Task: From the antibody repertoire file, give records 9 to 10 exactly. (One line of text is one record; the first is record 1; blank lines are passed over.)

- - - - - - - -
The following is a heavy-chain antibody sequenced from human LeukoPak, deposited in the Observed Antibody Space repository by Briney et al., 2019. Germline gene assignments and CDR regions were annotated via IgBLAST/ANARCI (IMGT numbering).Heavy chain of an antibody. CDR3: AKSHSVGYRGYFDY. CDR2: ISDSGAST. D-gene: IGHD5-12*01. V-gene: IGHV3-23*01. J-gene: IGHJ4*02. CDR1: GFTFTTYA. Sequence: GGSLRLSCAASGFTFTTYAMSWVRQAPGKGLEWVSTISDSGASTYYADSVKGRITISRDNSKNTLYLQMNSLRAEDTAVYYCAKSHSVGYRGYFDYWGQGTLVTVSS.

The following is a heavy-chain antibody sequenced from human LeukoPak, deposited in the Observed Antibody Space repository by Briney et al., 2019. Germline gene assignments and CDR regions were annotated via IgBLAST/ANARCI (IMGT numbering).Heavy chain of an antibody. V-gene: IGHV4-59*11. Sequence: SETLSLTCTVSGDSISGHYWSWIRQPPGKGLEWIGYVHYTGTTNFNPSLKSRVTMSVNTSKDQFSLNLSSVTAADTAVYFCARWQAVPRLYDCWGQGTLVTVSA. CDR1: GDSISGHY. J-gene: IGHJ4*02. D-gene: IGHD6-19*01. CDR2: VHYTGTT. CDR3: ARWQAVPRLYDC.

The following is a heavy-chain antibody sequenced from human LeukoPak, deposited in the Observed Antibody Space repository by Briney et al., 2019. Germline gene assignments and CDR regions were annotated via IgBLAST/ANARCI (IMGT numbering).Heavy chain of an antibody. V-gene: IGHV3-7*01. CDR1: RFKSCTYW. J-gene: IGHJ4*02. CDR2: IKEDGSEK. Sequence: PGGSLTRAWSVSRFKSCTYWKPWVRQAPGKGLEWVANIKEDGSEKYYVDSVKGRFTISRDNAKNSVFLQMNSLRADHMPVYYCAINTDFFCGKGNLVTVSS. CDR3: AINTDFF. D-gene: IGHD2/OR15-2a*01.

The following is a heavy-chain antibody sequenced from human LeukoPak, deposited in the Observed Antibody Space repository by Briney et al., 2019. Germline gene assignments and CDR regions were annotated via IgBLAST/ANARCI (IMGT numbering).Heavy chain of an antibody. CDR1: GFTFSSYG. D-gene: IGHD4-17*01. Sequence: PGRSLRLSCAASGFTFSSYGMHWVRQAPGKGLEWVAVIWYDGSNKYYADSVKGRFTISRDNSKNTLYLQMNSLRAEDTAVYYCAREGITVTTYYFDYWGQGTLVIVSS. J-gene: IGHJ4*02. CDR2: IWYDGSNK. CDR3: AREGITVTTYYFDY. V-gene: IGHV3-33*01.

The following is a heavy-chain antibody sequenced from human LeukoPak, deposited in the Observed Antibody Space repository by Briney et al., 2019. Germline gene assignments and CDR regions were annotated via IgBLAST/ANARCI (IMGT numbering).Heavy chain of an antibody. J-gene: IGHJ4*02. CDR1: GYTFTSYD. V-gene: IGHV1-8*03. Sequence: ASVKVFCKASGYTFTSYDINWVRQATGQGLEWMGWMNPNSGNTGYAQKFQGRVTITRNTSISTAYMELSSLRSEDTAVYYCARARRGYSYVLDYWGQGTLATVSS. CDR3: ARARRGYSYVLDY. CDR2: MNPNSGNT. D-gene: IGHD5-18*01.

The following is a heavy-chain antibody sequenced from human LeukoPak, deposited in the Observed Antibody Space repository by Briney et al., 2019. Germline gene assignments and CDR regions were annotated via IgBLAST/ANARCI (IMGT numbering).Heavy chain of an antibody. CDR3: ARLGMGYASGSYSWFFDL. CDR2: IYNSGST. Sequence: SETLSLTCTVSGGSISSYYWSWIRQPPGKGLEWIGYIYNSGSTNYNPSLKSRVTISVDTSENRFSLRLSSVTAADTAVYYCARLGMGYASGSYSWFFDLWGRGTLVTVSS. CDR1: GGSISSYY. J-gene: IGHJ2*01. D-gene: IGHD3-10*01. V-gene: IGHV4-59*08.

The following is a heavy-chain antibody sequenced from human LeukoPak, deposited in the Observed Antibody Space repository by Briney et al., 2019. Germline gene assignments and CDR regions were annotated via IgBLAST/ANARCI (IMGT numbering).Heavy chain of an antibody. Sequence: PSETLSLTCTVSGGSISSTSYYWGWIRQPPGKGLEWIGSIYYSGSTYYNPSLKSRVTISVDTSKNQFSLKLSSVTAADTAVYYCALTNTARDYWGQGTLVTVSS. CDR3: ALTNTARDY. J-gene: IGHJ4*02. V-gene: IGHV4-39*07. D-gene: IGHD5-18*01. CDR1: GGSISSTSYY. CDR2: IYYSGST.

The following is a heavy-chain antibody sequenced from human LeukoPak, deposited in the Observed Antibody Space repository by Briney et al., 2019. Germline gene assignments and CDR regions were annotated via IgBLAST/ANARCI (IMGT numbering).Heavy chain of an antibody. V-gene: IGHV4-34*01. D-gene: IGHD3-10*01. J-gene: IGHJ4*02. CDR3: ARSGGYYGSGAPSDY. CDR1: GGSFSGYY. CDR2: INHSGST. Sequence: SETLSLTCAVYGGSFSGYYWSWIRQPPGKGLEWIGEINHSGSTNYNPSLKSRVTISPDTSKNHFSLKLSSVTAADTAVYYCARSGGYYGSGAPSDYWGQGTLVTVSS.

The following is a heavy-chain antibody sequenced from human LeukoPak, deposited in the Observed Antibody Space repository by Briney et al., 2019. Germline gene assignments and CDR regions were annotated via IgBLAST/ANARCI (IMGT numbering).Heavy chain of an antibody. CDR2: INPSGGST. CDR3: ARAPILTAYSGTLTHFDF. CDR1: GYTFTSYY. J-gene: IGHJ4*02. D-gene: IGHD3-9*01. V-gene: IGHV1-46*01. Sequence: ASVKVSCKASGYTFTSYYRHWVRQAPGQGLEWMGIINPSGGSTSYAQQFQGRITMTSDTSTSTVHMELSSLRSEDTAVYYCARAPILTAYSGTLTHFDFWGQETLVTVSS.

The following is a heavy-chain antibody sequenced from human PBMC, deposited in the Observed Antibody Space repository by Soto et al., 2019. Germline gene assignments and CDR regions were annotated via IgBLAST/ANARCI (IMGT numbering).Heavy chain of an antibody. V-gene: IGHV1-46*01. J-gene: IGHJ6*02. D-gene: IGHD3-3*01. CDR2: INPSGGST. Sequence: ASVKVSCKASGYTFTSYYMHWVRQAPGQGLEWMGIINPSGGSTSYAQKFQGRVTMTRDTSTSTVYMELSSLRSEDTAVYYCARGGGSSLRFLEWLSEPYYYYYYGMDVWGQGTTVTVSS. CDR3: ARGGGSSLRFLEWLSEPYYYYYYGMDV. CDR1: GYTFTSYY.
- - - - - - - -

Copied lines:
The following is a heavy-chain antibody sequenced from human LeukoPak, deposited in the Observed Antibody Space repository by Briney et al., 2019. Germline gene assignments and CDR regions were annotated via IgBLAST/ANARCI (IMGT numbering).Heavy chain of an antibody. CDR2: INPSGGST. CDR3: ARAPILTAYSGTLTHFDF. CDR1: GYTFTSYY. J-gene: IGHJ4*02. D-gene: IGHD3-9*01. V-gene: IGHV1-46*01. Sequence: ASVKVSCKASGYTFTSYYRHWVRQAPGQGLEWMGIINPSGGSTSYAQQFQGRITMTSDTSTSTVHMELSSLRSEDTAVYYCARAPILTAYSGTLTHFDFWGQETLVTVSS.

The following is a heavy-chain antibody sequenced from human PBMC, deposited in the Observed Antibody Space repository by Soto et al., 2019. Germline gene assignments and CDR regions were annotated via IgBLAST/ANARCI (IMGT numbering).Heavy chain of an antibody. V-gene: IGHV1-46*01. J-gene: IGHJ6*02. D-gene: IGHD3-3*01. CDR2: INPSGGST. Sequence: ASVKVSCKASGYTFTSYYMHWVRQAPGQGLEWMGIINPSGGSTSYAQKFQGRVTMTRDTSTSTVYMELSSLRSEDTAVYYCARGGGSSLRFLEWLSEPYYYYYYGMDVWGQGTTVTVSS. CDR3: ARGGGSSLRFLEWLSEPYYYYYYGMDV. CDR1: GYTFTSYY.